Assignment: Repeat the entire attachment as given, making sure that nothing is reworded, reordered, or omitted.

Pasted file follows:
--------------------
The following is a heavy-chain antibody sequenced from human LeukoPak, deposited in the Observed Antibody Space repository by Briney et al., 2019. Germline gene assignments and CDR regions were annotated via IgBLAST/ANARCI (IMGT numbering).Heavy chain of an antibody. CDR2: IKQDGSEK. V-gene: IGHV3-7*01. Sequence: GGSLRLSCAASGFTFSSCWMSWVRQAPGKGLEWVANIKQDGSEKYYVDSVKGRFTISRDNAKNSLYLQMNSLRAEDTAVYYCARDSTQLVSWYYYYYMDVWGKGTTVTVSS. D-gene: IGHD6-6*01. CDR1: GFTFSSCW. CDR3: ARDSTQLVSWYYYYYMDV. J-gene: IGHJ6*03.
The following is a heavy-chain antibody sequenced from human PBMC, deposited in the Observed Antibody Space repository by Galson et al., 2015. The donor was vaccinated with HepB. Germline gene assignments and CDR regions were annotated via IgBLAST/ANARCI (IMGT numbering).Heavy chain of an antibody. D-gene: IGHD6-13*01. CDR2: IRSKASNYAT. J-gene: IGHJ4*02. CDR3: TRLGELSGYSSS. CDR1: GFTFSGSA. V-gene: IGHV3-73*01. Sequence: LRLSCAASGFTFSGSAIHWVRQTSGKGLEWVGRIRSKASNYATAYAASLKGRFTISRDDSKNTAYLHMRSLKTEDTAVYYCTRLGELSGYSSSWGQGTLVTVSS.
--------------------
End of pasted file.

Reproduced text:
The following is a heavy-chain antibody sequenced from human LeukoPak, deposited in the Observed Antibody Space repository by Briney et al., 2019. Germline gene assignments and CDR regions were annotated via IgBLAST/ANARCI (IMGT numbering).Heavy chain of an antibody. CDR2: IKQDGSEK. V-gene: IGHV3-7*01. Sequence: GGSLRLSCAASGFTFSSCWMSWVRQAPGKGLEWVANIKQDGSEKYYVDSVKGRFTISRDNAKNSLYLQMNSLRAEDTAVYYCARDSTQLVSWYYYYYMDVWGKGTTVTVSS. D-gene: IGHD6-6*01. CDR1: GFTFSSCW. CDR3: ARDSTQLVSWYYYYYMDV. J-gene: IGHJ6*03.
The following is a heavy-chain antibody sequenced from human PBMC, deposited in the Observed Antibody Space repository by Galson et al., 2015. The donor was vaccinated with HepB. Germline gene assignments and CDR regions were annotated via IgBLAST/ANARCI (IMGT numbering).Heavy chain of an antibody. D-gene: IGHD6-13*01. CDR2: IRSKASNYAT. J-gene: IGHJ4*02. CDR3: TRLGELSGYSSS. CDR1: GFTFSGSA. V-gene: IGHV3-73*01. Sequence: LRLSCAASGFTFSGSAIHWVRQTSGKGLEWVGRIRSKASNYATAYAASLKGRFTISRDDSKNTAYLHMRSLKTEDTAVYYCTRLGELSGYSSSWGQGTLVTVSS.